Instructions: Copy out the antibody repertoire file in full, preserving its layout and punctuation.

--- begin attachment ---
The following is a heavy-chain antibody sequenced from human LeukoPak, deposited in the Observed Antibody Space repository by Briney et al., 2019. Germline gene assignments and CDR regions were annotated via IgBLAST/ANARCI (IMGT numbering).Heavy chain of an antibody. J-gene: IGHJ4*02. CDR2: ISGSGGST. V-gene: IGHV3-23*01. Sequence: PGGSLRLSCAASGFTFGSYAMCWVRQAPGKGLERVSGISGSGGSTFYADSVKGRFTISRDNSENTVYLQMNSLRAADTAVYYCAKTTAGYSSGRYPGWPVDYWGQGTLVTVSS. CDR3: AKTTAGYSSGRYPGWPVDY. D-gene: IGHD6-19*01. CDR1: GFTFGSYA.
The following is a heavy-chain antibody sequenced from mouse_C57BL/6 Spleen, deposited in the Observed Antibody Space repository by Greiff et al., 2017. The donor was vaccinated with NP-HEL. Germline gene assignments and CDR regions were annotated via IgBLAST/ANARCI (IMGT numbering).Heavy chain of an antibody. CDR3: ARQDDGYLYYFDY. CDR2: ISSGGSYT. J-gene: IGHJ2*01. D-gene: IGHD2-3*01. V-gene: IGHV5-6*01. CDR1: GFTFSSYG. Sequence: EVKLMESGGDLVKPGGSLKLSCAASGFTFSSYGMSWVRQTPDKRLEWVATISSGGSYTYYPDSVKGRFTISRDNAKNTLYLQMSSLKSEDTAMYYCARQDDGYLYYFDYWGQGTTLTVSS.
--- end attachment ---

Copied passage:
The following is a heavy-chain antibody sequenced from human LeukoPak, deposited in the Observed Antibody Space repository by Briney et al., 2019. Germline gene assignments and CDR regions were annotated via IgBLAST/ANARCI (IMGT numbering).Heavy chain of an antibody. J-gene: IGHJ4*02. CDR2: ISGSGGST. V-gene: IGHV3-23*01. Sequence: PGGSLRLSCAASGFTFGSYAMCWVRQAPGKGLERVSGISGSGGSTFYADSVKGRFTISRDNSENTVYLQMNSLRAADTAVYYCAKTTAGYSSGRYPGWPVDYWGQGTLVTVSS. CDR3: AKTTAGYSSGRYPGWPVDY. D-gene: IGHD6-19*01. CDR1: GFTFGSYA.
The following is a heavy-chain antibody sequenced from mouse_C57BL/6 Spleen, deposited in the Observed Antibody Space repository by Greiff et al., 2017. The donor was vaccinated with NP-HEL. Germline gene assignments and CDR regions were annotated via IgBLAST/ANARCI (IMGT numbering).Heavy chain of an antibody. CDR3: ARQDDGYLYYFDY. CDR2: ISSGGSYT. J-gene: IGHJ2*01. D-gene: IGHD2-3*01. V-gene: IGHV5-6*01. CDR1: GFTFSSYG. Sequence: EVKLMESGGDLVKPGGSLKLSCAASGFTFSSYGMSWVRQTPDKRLEWVATISSGGSYTYYPDSVKGRFTISRDNAKNTLYLQMSSLKSEDTAMYYCARQDDGYLYYFDYWGQGTTLTVSS.